The Guilford County Board of Commissioners is head over heels in love with Guilford County Schools, and now that the commissioners have put on the ballot and helped pass two school bond referendums totaling $2 billion, the commissioners are going to vote to put a quarter-cent sales tax hike option on the ballot in November of this year in order to provide an extra $25 million annually to help fund an increase in the salaries of school employees.

In the past, the commissioners and other local leaders who want to see the sales tax increase have tried all kinds of sales tactics, passed resolutions explaining the benefits of a sales tax increase,  and promised wholeheartedly how well they would use the proceeds.  They even promised once to reduce property taxes slightly if voters approved a sales tax increase.

This time around the plan is to promise to dedicate the proceeds to school salaries. The thinking is, in the past when it was promised to be used for school bond debt, that’s not as agreeable to voters as increasing the pay of school employees.

But they’re hoping that in 2024, the 7th time’s a charm.

However, it’s possible that, rather than being a failure of marketing, Guilford County voters just plain don’t want a sales tax increase.  It’s been on the ballot so many times that it was difficult to find out how often it’s been voted down.

Here’s the history of how the sales tax referendum has fared in the county.   In 2007, the NC General Assembly voted to allow counties to increase their sales tax by a quarter of a cent – if county voters approved.  So, the very first time Guilford County government could do so, it put the tax hike on the 2008 Primary ballot, where it failed.

 Since it failed then the commissioners put it back on the ballot six months later on the November ballot that year, only for it to fail again.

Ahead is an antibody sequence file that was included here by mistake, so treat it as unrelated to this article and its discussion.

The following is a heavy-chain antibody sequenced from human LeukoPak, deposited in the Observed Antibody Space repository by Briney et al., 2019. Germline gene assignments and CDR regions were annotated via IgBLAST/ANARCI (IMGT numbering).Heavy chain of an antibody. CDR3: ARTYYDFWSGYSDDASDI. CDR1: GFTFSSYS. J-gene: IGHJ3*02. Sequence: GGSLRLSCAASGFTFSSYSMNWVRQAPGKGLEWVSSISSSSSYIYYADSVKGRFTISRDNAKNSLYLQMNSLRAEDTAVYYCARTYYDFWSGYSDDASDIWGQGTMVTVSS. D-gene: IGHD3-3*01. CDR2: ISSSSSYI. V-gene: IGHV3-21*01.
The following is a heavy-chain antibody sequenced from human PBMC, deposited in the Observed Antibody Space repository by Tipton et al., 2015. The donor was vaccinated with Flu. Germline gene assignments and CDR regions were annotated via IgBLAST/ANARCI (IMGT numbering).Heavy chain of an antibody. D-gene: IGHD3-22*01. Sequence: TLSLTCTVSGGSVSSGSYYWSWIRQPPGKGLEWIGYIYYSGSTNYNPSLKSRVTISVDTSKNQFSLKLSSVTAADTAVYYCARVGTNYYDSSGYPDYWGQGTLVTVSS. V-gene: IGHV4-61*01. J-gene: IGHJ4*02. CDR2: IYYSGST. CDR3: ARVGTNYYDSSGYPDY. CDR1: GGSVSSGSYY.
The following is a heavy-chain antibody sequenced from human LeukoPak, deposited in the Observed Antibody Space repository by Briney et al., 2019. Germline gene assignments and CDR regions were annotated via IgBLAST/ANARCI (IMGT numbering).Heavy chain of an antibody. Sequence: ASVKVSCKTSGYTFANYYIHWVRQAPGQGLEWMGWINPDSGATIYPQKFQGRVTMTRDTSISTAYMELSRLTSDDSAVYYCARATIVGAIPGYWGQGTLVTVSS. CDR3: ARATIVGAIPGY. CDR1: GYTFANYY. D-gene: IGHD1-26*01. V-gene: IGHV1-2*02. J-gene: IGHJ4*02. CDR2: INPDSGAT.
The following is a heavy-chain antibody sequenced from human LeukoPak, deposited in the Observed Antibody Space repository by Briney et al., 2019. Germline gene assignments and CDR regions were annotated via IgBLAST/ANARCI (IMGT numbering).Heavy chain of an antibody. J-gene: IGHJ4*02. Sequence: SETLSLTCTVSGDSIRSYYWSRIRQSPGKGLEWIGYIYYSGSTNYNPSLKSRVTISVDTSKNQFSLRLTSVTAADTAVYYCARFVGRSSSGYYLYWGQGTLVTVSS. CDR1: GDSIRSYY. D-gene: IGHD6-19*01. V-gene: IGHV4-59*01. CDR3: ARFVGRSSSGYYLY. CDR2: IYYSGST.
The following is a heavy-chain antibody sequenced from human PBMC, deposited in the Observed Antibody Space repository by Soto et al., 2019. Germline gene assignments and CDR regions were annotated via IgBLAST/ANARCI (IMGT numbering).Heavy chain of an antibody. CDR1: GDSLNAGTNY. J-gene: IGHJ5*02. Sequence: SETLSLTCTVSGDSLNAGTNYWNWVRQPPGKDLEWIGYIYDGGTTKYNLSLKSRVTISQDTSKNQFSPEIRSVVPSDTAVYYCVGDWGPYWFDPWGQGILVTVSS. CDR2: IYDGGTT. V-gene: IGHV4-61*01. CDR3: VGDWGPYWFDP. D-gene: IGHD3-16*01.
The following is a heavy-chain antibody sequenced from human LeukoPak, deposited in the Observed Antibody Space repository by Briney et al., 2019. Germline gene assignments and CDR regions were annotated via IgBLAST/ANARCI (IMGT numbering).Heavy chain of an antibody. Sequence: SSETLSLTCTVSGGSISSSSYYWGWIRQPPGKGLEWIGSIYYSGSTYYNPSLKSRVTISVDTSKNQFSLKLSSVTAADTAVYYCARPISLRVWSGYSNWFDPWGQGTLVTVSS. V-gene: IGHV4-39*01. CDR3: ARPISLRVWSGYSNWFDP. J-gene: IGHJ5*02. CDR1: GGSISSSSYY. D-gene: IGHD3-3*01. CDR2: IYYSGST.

The county then put the measure on the ballot in the General Elections in 2010 and in 2014 and once again in 2020.

Since none of those turned out well for advocates, the board put it on the 2022 Primary Election ballot – where fewer voters turn out than in general elections, and it still lost.

Here’s how it has fared in past years, in the 2008 General Election, it failed massively with 65,329 voting for it and 148,798 voting against. In other words, it lost  30 percent to 70 percent.

Fourteen years ago, the advocates almost managed to get it passed: It came close in the 2010 General Election, when 66198 people voted for it, while 70,022 voted no. That vote came down to 49 percent voting yes and 51 percent voting against.

It didn’t fare nearly as well four years later, in the 2014 General Election when 68,735 voted for it and 91,962 voted against it.  That year it lost 43 percent to 57 percent.

In the 2020 General Election, 89,440 voted for it, while a whopping 181,033 voted against. That was 33 percent yes votes to 67 percent no votes.

In the 2022 Primary Election, 33,720 people voted for it, while 41,457 voted against.  That 45 percent to 55 percent vote didn’t cut it either.

And if the sales tax referendum is voted down this year, it’s probably a good bet that you’ll see in on the ballot again very soon.